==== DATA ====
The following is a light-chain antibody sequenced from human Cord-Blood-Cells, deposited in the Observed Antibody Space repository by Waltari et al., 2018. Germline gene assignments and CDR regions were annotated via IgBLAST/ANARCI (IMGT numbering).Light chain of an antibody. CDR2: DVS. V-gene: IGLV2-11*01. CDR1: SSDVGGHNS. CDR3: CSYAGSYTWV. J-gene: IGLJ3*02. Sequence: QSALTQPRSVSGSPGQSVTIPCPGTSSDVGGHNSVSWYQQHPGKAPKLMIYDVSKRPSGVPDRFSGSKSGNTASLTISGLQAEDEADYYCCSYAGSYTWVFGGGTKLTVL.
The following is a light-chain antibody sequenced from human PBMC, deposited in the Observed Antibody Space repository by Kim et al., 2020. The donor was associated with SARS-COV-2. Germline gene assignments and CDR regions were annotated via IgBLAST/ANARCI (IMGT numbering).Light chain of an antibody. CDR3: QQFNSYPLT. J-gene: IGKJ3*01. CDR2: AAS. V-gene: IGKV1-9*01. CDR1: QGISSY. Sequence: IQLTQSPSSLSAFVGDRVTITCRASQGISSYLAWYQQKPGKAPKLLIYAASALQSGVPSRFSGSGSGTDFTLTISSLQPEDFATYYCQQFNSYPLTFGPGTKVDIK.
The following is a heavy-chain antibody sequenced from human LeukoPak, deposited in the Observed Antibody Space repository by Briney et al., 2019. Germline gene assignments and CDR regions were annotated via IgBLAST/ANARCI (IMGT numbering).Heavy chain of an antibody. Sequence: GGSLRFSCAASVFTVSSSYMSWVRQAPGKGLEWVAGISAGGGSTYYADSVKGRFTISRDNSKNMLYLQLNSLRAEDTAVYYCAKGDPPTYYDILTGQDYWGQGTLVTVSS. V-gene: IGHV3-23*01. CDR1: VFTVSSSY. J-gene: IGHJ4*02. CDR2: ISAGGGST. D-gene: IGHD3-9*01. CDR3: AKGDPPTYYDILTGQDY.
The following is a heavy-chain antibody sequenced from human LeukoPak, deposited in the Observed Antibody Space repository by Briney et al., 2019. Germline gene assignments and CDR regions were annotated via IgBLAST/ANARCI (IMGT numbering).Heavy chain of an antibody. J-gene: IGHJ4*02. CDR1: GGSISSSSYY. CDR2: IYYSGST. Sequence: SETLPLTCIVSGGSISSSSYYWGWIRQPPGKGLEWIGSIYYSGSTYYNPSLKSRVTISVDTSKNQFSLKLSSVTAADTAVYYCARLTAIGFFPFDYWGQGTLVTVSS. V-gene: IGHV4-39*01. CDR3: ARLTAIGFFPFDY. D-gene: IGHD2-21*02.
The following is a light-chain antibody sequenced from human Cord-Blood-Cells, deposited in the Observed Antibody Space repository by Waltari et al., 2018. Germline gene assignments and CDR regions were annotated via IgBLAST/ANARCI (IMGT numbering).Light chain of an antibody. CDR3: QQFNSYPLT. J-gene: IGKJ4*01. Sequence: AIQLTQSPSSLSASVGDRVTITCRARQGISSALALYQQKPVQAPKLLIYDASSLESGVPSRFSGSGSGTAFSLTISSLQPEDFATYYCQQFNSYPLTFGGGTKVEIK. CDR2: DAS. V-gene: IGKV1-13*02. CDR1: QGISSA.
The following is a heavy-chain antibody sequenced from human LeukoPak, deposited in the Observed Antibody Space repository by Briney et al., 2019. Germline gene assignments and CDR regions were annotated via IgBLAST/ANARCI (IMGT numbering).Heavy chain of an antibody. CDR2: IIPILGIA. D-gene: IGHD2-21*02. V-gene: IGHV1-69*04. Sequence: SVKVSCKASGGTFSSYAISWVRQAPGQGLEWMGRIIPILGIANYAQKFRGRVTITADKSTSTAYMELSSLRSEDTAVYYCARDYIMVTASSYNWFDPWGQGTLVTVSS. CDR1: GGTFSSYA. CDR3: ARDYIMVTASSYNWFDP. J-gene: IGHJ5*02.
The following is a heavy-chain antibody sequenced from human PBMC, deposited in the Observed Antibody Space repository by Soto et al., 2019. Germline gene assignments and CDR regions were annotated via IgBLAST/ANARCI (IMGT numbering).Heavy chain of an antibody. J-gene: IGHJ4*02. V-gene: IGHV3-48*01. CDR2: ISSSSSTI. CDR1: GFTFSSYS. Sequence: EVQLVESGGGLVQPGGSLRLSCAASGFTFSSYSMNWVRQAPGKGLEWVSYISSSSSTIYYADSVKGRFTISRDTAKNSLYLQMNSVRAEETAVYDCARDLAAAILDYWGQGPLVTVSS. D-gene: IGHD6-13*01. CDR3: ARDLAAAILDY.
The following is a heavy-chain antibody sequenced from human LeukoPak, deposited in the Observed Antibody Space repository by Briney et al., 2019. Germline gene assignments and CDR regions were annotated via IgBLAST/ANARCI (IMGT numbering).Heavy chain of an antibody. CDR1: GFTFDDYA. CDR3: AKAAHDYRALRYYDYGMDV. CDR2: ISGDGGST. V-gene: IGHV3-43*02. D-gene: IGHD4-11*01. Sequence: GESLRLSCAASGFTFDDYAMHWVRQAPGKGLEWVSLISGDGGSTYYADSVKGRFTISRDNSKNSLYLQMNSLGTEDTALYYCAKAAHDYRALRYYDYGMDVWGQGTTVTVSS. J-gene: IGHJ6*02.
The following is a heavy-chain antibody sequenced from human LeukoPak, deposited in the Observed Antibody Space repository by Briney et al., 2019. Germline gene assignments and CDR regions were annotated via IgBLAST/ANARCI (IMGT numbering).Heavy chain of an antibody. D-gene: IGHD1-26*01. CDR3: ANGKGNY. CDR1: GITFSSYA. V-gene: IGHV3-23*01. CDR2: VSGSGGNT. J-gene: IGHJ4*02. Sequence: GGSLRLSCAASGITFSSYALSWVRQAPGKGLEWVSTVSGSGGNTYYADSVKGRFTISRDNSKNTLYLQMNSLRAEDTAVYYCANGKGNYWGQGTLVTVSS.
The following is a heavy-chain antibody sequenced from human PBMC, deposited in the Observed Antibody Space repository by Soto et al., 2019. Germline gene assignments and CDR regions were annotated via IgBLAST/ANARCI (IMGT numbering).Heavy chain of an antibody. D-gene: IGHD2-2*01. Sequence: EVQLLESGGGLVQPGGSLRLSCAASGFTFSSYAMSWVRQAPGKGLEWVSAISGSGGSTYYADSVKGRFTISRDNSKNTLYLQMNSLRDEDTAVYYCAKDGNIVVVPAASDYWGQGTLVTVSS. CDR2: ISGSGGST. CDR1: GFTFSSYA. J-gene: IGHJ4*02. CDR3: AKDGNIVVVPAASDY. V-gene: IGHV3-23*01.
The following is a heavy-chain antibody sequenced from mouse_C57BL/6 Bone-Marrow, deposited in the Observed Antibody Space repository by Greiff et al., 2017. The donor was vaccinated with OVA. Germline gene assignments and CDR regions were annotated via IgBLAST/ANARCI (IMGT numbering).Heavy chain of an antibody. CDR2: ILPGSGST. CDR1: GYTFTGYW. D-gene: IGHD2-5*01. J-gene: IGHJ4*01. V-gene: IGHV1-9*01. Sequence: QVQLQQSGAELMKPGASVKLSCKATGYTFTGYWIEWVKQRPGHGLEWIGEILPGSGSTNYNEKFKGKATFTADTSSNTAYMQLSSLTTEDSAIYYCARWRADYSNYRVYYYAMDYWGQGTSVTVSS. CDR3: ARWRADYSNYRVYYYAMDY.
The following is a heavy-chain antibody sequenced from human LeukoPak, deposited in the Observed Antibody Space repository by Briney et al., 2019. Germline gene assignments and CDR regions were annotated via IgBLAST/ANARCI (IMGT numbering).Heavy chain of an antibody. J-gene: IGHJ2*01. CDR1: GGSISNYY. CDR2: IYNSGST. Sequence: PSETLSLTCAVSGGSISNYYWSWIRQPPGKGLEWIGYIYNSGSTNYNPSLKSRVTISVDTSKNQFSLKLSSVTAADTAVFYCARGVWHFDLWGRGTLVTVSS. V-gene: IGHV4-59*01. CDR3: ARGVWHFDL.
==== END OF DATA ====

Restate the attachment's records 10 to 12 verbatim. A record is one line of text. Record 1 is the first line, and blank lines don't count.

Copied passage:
The following is a heavy-chain antibody sequenced from human PBMC, deposited in the Observed Antibody Space repository by Soto et al., 2019. Germline gene assignments and CDR regions were annotated via IgBLAST/ANARCI (IMGT numbering).Heavy chain of an antibody. D-gene: IGHD2-2*01. Sequence: EVQLLESGGGLVQPGGSLRLSCAASGFTFSSYAMSWVRQAPGKGLEWVSAISGSGGSTYYADSVKGRFTISRDNSKNTLYLQMNSLRDEDTAVYYCAKDGNIVVVPAASDYWGQGTLVTVSS. CDR2: ISGSGGST. CDR1: GFTFSSYA. J-gene: IGHJ4*02. CDR3: AKDGNIVVVPAASDY. V-gene: IGHV3-23*01.
The following is a heavy-chain antibody sequenced from mouse_C57BL/6 Bone-Marrow, deposited in the Observed Antibody Space repository by Greiff et al., 2017. The donor was vaccinated with OVA. Germline gene assignments and CDR regions were annotated via IgBLAST/ANARCI (IMGT numbering).Heavy chain of an antibody. CDR2: ILPGSGST. CDR1: GYTFTGYW. D-gene: IGHD2-5*01. J-gene: IGHJ4*01. V-gene: IGHV1-9*01. Sequence: QVQLQQSGAELMKPGASVKLSCKATGYTFTGYWIEWVKQRPGHGLEWIGEILPGSGSTNYNEKFKGKATFTADTSSNTAYMQLSSLTTEDSAIYYCARWRADYSNYRVYYYAMDYWGQGTSVTVSS. CDR3: ARWRADYSNYRVYYYAMDY.
The following is a heavy-chain antibody sequenced from human LeukoPak, deposited in the Observed Antibody Space repository by Briney et al., 2019. Germline gene assignments and CDR regions were annotated via IgBLAST/ANARCI (IMGT numbering).Heavy chain of an antibody. J-gene: IGHJ2*01. CDR1: GGSISNYY. CDR2: IYNSGST. Sequence: PSETLSLTCAVSGGSISNYYWSWIRQPPGKGLEWIGYIYNSGSTNYNPSLKSRVTISVDTSKNQFSLKLSSVTAADTAVFYCARGVWHFDLWGRGTLVTVSS. V-gene: IGHV4-59*01. CDR3: ARGVWHFDL.